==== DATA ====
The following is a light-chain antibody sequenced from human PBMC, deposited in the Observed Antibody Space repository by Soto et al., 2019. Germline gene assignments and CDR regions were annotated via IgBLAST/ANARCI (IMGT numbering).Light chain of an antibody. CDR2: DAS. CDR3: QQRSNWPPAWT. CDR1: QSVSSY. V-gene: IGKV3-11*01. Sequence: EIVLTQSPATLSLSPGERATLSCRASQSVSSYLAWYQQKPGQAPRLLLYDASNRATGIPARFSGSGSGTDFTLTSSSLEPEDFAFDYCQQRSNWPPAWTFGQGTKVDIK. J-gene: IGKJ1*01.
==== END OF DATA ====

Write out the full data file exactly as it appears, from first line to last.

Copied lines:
The following is a light-chain antibody sequenced from human PBMC, deposited in the Observed Antibody Space repository by Soto et al., 2019. Germline gene assignments and CDR regions were annotated via IgBLAST/ANARCI (IMGT numbering).Light chain of an antibody. CDR2: DAS. CDR3: QQRSNWPPAWT. CDR1: QSVSSY. V-gene: IGKV3-11*01. Sequence: EIVLTQSPATLSLSPGERATLSCRASQSVSSYLAWYQQKPGQAPRLLLYDASNRATGIPARFSGSGSGTDFTLTSSSLEPEDFAFDYCQQRSNWPPAWTFGQGTKVDIK. J-gene: IGKJ1*01.